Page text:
Cover, and let bread rise for about 45 - 60 minutes, until nearly grown to double its original size (finger probe: a dimple made with a finger should not close again).

Bake bread at 350ºF/175ºC for 20 minutes, rotate 180 degrees, and continue baking for another 20-30 minutes, until it is golden brown, sounds hollow when thumped on the bottom, and registers 210ºF/99ºC on an instant read thermometer.

Let bread cool on wire rack.

Tastes good as BLT-sandwich, too!

Submitted to YeastSpotting
Submitted to Panissimo:  Bread & Companatico
                                        Indovina chi viene a cena                                            

Monday, September 9, 2013


Hier geht's zur deutschen Version dieses Posts (folgt noch)

As a psychiatrist I'm used to prescribe antidepressants. Dark chocolate is my recommended mood enhancer number one.

It also provides protection from the dangers of starvation, a fact my mother recognized early (Dark Chocolate with Orange Bits), and then shared with me (Dark Chocolate with Hazelnuts).

And every physician and every mother knows: veggies are good for you! Therefore, Hanaâ's
ABC pick of the month, Double Chocolate Zucchini Bread, had to be healthy and wholesome. DOUBLE chocolate!!! Vitamin C and fibers!

Shredded zucchini - the secret to very moist muffins

Instead of baking one large coffee cake, I prefer, like several other Avid Bakers, smaller, individual portions, and, since we are only two, halved the recipe to make six square muffins.

Though I usually reduce the amount of sweetener, I'm cautious when a recipe contains cocoa, and only rounded honey and sugar a bit down. Following some reviewers' advice, I cut down on the salt.

The (optional) espresso powder is, in my opinion, a must, since coffee deepens chocolate flavor (and vice versa!) And I substituted a quarter of the white flour with whole wheat pastry flour.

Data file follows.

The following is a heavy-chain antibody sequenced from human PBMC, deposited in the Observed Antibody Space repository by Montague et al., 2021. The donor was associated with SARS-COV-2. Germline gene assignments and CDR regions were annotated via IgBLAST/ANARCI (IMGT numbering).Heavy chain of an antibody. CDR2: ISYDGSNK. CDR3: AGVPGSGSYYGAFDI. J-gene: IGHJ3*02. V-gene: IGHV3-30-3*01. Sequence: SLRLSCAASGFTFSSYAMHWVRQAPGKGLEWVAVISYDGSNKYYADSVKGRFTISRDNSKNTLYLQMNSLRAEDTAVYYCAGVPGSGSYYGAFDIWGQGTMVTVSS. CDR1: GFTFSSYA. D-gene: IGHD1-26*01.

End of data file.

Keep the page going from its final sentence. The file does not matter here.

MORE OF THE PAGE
While watching the baking muffins, I was a bit anxious about all that juice bubbling out on top. The recipe didn't mention draining the shredded zucchini, or patting it dry, and I wasn't quite sure whether enough liquid would evaporate.

But after 30 minutes baking time, the needle drew only a smear of molten chocolate from the tested muffin, and the top was nice and springy when gently pressed.

The muffins taste best when still a bit warm, and the chocolate melted

The muffins were very moist, thanks to their veggie add-in, and had a deep, rich chocolate flavor. They could still have been a little less sweet in my opinion, but Richard, the best of all husbands, proclaimed them to be "just right".

DOUBLE CHOCOLATE ZUCCHINI MUFFINS  (adapted from King Arthur Flour)
(12 muffins)

    2 large eggs
100 g/3.5 oz honey  
  99 g/3.5 oz vegetable oil  (1/2 cup)
  90 g/3.18 oz brown sugar
    1 tsp vanilla extract
1/2 tsp salt 
1/2 tsp baking soda
1/2 tsp baking powder
1/2 tsp espresso powder 
  28 g/1 oz Dutch-process cocoa
150 g/5.3 oz all-purpose flour
  52 g/1.83 oz whole wheat pastry flour
340 g/12 oz shredded, unpeeled zucchini (about 2 medium-small zucchini)
170 g/6 oz semi-sweet chocolate chips (1 cup)

Mixing dry into wet ingredients

Preheat oven to 350°F. Grease cups of muffin pan with baking spray.

In large bowl, beat eggs, honey, oil, sugar, and vanilla until smooth.

In second bowl, whisk together salt, baking soda, baking powder, espresso, cocoa, and flours, until well combined. Add dry to wet ingredients and mix, until just combined. 

Folding zucchini and chocolate chips into the batter

Fold in zucchini and chocolate chips.

Pour batter into prepared cups of muffin pan (up to 3/4).

Filling the muffin cups

Bake muffins for 20-30 minutes, until toothpick comes out clean (save for smear of melted chocolate chips).

Let muffins cool for 10 to 15 minutes in the pan, before turning them out onto wire rack.

Fresh out of the oven

The muffins taste best when still a bit warm, and the chocolate melted. Pairing them with vanilla ice cream definitely enhances their antidepressant properties (psychiatrist recommended!)

Keep them at room temperature. If you can't eat the muffins within 2 days, freeze them.

If you would like to join us ABC bakers, check out Hanaâ's Avid Baker's Challenge. We bake one sweet or savory bread or pastry every month (this year from King Arthur Flour website.)

Sunday, September 8, 2013


Hier geht's zur deutschen Version dieses Posts (folgt noch)

Nuts are my favorite snack, when I'm starting to get hungry, and try to stay away from our little hoard of German chocolate bars (no, not that kind, I mean the real thing: Ritter Sport!)